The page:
Contrary to popular belief, when your spouse passes away, Social Security survivor benefits are NOT paid to you automatically.
Like all other types of Social Security benefits, you have to proactively apply for survivor benefits, which means that you have to know that you’re eligible and you have to know exactly when to apply.
In order to be eligible for benefits as a survivor, you must have been married to the deceased for at least 9 months before their death and must be at least 60 years old.
Depending on your age and other factors, survivors are entitled to the highest benefit that was being received by the couple. So for instance, if John was receiving $2,000 per month and passed away at 75, his wife Mary who is now 70 could receive the full $2,000 that John was receiving and her lower $1,000 benefit on her own record would stop.
If you’re a survivor under age 70, in most cases you will be entitled on two records; your own and as survivor based on your spouse’s record. Which record you should take benefits on and when you should take it is crucial to your long-term fiscal health.
You have the ability to claim only one of the two benefits available to you and you can then claim the other benefit at a later time by using something called a Restricted Application. By doing so, the unclaimed benefit will continue to accrue Delayed Retirement Credits.
If you’re over the age of 70 and are eligible for a survivor benefit, but have not yet claimed it you should do so as soon as possible. Because with each month that passes you are leaving money on the table given that Delayed Retirement credits stop accumulating at age 70.
Survivors who are past their Full Retirement Age (66 in most cases) are also eligible to receive up to six months of retroactive survivor benefits. Clients we work with are often surprised by this and receive an extra $10k to $15k as an initial lump sum by properly requesting and taking advantage of this retroactive benefit.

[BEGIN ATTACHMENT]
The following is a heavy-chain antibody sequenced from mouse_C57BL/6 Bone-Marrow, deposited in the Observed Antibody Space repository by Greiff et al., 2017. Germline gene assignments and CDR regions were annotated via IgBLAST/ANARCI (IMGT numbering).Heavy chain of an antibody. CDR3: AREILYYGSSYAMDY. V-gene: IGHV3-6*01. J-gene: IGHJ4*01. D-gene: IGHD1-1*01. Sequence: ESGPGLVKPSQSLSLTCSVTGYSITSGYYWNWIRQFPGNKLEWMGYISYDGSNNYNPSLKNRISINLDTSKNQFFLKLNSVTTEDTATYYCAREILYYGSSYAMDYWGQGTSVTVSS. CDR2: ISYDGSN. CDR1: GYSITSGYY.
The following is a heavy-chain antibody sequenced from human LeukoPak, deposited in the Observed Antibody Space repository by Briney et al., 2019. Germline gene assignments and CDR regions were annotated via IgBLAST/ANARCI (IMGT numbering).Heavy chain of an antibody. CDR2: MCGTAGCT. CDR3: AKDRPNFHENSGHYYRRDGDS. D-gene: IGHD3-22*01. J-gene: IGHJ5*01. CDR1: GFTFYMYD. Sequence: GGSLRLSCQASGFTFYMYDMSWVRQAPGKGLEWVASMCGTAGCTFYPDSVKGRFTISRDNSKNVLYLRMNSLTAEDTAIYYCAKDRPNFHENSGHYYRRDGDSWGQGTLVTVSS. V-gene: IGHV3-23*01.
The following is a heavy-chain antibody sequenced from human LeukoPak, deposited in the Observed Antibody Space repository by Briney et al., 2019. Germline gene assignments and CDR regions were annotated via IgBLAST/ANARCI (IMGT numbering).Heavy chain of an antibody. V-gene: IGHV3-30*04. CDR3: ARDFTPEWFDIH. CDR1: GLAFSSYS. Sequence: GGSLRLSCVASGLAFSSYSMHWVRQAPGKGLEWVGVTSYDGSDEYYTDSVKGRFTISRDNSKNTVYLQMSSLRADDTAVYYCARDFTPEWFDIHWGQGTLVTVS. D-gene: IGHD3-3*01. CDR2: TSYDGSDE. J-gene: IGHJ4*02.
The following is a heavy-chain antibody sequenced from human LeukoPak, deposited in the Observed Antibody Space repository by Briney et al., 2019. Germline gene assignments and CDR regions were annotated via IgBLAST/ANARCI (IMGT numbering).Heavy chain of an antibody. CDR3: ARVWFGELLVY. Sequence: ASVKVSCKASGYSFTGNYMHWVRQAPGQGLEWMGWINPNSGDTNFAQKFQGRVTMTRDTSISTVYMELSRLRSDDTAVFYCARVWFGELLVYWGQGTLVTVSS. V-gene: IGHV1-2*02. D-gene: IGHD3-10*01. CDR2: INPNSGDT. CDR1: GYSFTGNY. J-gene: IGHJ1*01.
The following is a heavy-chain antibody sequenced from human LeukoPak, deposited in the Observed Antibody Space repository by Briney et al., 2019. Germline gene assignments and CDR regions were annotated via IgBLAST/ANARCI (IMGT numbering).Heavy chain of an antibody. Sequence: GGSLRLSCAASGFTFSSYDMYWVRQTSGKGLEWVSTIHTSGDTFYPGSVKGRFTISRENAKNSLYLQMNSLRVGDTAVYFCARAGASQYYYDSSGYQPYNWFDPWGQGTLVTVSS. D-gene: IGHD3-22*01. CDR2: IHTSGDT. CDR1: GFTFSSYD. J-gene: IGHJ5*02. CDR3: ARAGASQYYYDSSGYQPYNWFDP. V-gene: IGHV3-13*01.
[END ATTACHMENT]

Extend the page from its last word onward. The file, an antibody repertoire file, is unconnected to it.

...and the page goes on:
Again, though this does not happen automatically and has to be specifically requested at the time of application. Taking benefits even a month or two off your optimal time frame can result in significant losses over time.
The Bottom Line: Properly coordinating and timing benefits is critical for everyone who needs to claim Social Security. The importance of pursuing strategies that maximize spousal benefits and increase delayed retirement credits, without guidance and understanding can cost you a lot of money in the end. To schedule a consultation with an advisor to make sure you’re maximizing your survivor benefit click here.
Until next time,
Matthew Allen is the Co-Founder/CEO of Social Security Advisors and creator of the new course Maximizing Your Social Security produced in conjunction with Weiss Educational Services. Matthew has helped thousands of seniors maximize their Social Security benefits and avoid costly mistakes when filing. Matthew has been at the forefront of financial services for over a decade. In addition to co-founding Social Security Advisors, Matthew also founded The Universal Group of Companies, a private investment firm, in 2004. From 2000 to 2004, Matthew was a NYSE Market Maker with LaBranche & Co., a Fortune 500 New York Stock Exchange firm.